After weeks and months of debating, Congress passed a measure on Monday to keep our country from defaulting on its debts. What was already an important night became even more memorable when Rep. Gabrielle Giffords returned to the House floor to cast her first vote since surviving an assassination attempt in January.
The debt-ceiling debate was a grim affair, with hand-wringing and partisan bickering reminiscent of election season. I tired of listening to the whining and accusations. So for the most part, I tuned it out and waited for the deadline to near, anxious to see what the decision would be.
The morning after the vote, I combed through news articles, and found many focusing on Giffords and her return to the floor. What struck me the most about those articles was how they used the word "unity," the countless references to her return wiping away partisanship, even if it was for the briefest of moments, and the overall claim that her return set a more amicable mood to the vote.
Though I respect Giffords and think that her return was a wonderful, exciting thing, I can't help but think those claims are incorrect.
Politicians set the tone for that vote long before Monday. The fact that everyone, Republicans and Democrats alike, both stood to welcome her and wish her well at the very same time does not change the fact that they behaved like children and refused to compromise just days before.
It was about genuine, human reactions to a situation, and had nothing to do with partisanship. It was about putting aside attitudes and egos, and responding in a reasonable, empathetic way. We've watched our congressmen and congresswomen do this before. When the very shootings that injured Giffords took place in Arizona, both sides stood together to grieve for the injured, mourn for those who lost their lives and hope for better days.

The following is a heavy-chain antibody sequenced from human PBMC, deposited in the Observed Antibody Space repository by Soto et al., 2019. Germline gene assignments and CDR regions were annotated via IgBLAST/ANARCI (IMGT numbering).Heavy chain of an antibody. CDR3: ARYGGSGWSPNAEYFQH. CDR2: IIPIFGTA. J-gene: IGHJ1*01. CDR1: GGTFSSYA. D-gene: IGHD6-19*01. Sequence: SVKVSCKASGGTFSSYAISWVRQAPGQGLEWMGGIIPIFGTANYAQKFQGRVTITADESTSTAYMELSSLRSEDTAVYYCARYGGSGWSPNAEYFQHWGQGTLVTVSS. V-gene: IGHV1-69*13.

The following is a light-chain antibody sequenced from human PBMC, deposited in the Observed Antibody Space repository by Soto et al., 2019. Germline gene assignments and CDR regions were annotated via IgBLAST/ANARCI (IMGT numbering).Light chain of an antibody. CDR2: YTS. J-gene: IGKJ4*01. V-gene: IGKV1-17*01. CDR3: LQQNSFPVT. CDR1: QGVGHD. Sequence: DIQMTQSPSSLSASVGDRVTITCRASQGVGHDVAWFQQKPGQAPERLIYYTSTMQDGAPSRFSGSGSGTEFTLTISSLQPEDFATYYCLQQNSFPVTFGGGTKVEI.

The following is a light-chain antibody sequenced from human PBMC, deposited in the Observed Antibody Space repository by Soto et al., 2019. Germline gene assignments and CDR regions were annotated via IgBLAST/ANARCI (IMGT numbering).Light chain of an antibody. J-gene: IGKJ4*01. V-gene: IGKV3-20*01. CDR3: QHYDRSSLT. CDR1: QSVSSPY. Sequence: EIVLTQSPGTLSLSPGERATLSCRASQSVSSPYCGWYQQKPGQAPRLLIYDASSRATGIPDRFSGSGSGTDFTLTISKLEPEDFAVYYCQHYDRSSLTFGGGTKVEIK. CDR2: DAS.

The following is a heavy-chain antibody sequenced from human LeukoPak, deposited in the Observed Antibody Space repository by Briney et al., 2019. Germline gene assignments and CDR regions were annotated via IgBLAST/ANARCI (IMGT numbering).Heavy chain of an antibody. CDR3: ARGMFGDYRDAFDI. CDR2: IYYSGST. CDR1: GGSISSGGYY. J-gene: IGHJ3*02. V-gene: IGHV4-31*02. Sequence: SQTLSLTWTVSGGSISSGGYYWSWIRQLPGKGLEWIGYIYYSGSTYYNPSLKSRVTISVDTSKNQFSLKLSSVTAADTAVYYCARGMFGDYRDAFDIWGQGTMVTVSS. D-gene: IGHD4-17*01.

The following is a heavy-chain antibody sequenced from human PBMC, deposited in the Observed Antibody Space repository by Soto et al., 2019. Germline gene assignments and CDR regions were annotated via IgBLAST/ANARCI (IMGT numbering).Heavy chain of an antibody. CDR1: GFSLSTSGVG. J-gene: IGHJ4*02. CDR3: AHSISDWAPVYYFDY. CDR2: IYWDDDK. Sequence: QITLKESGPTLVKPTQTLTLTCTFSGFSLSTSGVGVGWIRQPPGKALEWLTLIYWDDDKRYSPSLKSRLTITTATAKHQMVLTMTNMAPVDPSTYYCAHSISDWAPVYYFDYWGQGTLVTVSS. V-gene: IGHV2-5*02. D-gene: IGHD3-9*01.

Unfortunately, as history has shown us, this "pull together" attitude does not last, and is rarely responsible for getting anything accomplished. Within days the pundits will tell us about the next argument between the parties, with both sides digging in their heels, forgetting the messages of "unity."
I'm not naive, and realize that the political process isn't an easy one. With the sudden drop in the stock market undercutting the already complicated road to economic recovery, I know we have tough times ahead of us.
So my main hope is that our politicians can take some of that empathy that allows them to confront disaster, and use it to cooperate and make decisions that will help us avoid it.
(Ana Yanni is a copy editor for The Review. Contact her at firstname.lastname@example.org)